Merger, Acquisition, Integration & Due Diligence Maturity Assessment

The goal of most organizations is to grow. There are five fundamental ways to expand a business:

  1. Stick to your core, and create organic growth from within your existing organization
  2. Take away resources from lower growth potential initiatives
  3. Expand into a new geography or extend your product line to develop net new revenue streams
  4. Gain market share
  5. Create new markets where they didn’t previously exist

The first two items in this list are primarily within an organization’s control based on their strategic plan and ability to execute. Organic growth requires a strong commitment to creating a truly innovative culture. For most organizations, this aspiration is tough to achieve much less sustain. For these reasons, mergers and acquisitions are the most common ways to achieve items.

Many organizations have adopted Merger & Acquisition (M&A) as their default growth strategy. Most organizations seem to place significantly more rigor and energy into the identification of potential targets and establishing an exact valuation as part of the due diligence process. Speed is of the essence as the field of potential targets is narrowed, and competitors start to jockey for position to capture their prize. Our most successful clients have dedicated, full-time acquisition pursuit and integration teams. It is unrealistic to believe an executive that is responsible for running daily operations and hitting strategic goals can also handle an unlimited number of post-transactional integration tasks without some supplemental guidance and staffing assistance to keep the critical integration task on track.

Following a well-documented, disciplined approach throughout the Merger & Integration (M&I) lifecycle is the most effective way to achieve the value and strategic goals that likely served as the original business case to ‘green light’ the initial financial transaction. A 2011 Harvard Business Review report cited annual global acquisition spending in excess of $2 Trillion. Despite this tremendous amount of capital and corporate energy, in 2016, HBR went on to lament ‘M&A is a mug’s game: Typically, 70%- 90% of acquisitions are abysmal failures.’ Most acquisitions do not come even close to achieving their original projected financial and strategic goals. Risks associated with integration and achieving the desired competitive advantage need to be accurately captured and managed beyond the initial due diligence phase. An acquirer can improve its target’s competitiveness in four ways: by being a smarter provider of growth capital; by providing better managerial oversight; by transferring valuable skills; and by sharing useful skills. Determining the correct level of effort and potential risks associated with each of these integration risk categories can dramatically improve the chances of achieving the synergies and operating efficiencies typically sought once the transaction is closed.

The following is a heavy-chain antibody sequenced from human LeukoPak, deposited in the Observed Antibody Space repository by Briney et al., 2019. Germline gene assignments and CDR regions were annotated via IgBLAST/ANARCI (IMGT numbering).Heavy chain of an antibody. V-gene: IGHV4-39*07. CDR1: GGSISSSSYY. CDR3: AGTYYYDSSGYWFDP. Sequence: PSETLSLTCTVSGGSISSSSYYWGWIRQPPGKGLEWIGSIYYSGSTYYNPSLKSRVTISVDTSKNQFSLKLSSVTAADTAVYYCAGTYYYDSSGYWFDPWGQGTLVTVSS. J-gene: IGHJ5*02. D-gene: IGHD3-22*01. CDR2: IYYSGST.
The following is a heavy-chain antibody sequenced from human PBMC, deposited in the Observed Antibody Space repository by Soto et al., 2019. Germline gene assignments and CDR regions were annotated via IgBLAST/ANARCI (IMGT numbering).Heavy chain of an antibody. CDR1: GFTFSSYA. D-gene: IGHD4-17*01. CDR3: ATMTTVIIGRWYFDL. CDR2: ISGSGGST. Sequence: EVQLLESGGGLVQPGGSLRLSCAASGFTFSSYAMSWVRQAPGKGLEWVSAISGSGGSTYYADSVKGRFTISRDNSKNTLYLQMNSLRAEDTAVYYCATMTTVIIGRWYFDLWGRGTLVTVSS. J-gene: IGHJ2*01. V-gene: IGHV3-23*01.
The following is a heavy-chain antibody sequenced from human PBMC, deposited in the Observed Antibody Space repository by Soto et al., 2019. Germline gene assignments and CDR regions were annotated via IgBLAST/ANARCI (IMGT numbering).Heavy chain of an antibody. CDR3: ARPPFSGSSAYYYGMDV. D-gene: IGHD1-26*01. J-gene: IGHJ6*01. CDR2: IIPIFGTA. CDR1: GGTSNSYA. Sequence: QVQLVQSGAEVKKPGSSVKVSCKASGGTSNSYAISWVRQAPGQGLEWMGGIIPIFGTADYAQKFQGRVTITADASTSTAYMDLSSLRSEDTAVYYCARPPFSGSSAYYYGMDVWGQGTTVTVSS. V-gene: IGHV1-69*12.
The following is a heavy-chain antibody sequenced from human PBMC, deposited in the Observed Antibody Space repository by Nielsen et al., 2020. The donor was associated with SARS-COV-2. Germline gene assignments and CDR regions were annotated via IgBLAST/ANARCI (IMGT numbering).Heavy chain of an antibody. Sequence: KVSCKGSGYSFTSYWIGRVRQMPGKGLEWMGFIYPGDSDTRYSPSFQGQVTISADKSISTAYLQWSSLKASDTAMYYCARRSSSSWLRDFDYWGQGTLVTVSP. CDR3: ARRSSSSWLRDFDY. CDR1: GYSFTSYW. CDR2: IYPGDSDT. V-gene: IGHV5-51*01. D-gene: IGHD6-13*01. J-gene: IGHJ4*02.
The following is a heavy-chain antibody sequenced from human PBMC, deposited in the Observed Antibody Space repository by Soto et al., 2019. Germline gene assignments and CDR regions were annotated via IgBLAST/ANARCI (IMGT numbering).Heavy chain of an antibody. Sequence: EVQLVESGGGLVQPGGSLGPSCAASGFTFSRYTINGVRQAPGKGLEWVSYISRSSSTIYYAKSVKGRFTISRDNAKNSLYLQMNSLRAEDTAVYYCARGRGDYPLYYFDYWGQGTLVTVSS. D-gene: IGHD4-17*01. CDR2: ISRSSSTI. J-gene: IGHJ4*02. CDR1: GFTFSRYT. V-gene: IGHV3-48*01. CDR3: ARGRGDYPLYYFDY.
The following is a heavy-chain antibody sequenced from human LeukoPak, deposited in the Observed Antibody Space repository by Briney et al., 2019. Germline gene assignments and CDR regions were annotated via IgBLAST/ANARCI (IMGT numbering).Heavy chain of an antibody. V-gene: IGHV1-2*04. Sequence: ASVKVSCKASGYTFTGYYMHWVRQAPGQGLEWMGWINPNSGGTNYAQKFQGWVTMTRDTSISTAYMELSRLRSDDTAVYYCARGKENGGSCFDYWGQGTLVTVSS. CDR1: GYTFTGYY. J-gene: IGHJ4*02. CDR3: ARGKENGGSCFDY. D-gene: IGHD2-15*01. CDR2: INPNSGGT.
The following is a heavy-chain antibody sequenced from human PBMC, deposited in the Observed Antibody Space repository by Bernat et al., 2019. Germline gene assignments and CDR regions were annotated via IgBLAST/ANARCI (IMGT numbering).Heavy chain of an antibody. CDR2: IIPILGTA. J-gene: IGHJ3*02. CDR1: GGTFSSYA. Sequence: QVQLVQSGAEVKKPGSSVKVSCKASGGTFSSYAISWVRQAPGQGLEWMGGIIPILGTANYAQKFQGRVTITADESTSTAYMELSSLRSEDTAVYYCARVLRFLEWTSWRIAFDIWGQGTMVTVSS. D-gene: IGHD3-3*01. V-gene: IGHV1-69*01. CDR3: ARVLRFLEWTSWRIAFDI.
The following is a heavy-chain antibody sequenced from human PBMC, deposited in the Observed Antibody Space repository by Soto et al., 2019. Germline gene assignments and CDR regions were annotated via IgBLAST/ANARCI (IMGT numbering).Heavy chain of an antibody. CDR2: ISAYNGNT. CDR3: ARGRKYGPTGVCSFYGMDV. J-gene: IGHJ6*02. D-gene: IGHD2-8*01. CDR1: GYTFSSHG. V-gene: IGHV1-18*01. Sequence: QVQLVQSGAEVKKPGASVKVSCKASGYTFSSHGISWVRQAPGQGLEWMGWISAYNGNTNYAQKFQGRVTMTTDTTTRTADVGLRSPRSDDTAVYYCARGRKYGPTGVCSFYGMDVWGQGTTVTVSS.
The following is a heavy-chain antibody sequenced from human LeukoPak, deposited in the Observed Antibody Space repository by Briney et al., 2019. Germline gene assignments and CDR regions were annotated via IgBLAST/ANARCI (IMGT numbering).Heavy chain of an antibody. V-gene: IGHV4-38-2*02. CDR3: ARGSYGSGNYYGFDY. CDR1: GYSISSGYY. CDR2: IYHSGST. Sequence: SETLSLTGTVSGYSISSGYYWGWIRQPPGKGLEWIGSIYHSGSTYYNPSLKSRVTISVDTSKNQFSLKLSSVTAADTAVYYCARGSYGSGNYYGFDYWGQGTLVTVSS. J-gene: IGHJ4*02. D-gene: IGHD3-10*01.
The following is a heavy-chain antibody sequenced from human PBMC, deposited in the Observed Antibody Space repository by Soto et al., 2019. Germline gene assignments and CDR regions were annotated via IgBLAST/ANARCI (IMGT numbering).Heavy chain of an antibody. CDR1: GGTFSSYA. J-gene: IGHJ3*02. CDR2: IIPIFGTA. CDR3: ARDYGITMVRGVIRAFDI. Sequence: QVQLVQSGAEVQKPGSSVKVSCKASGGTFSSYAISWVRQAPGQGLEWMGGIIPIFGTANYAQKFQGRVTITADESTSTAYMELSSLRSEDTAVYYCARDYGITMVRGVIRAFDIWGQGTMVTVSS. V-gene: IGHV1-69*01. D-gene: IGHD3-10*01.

As more business processes and capabilities are delivered via software and automation, new evaluation capabilities and skill sets must be brought to bear by pursuit teams. These teams increasingly need to be able to evaluate the value of significant deal components that frequently include Intellectual Property (IP) in the form of applications, artificial intelligence models, and other digital assets. Our recent experience has found that some Boards and C-Suite executives struggle to understand how to effectively value and evaluate some of these new categories of assets. Having led due diligence efforts at some of the largest publicly traded companies provides Risk Neutral with unique practical knowledge of how modern, risk-aware, digitally savvy due diligence teams operate. We have assisted and augmented pursuit teams to provide a more complete picture of what is being acquired and identified risks that might not have been immediately apparent.

The final element of this type of engagement is working with clients to manage the risks associated with staying compliant when they are actively acquiring or divesting properties. Most regulations provide a provision for a ‘honeymoon period’ following the execution of a transaction to allow both parties time to roll up their sleeves and put detailed plans in place to integrate or merge with the other organization. This is particularly challenging in more highly regulated industries or publicly traded companies where compliance with regulations such as Sarbanes Oxley (SOX), Health Insurance and Portability and Accountability Act (HIPAA), GDPR and Payment Card Industry Data Security Standards (PCI-DSS) that leave little room for error based on strict reporting, accountability, and data privacy requirements. By quickly evaluating the critical path integration project and establishing realistic completion guidelines, regulators and partners can be assured that business operations will remain streamlined and secure during the transition period.

Risk Neutral has frequently been asked to try to address these performance deltas. In almost every case, clients executive planned and executed effectively early phases of an acquisition transaction lifecycle, but severely underestimated the time and resources it took to complete the much more complicated and vital work of integrating and optimizing acquired properties that may last for go on for years. We work with our clients to improve their risk awareness and the maturity of their programs that support their Merger/Acquisition & Integration (MA&I) lifecycles.

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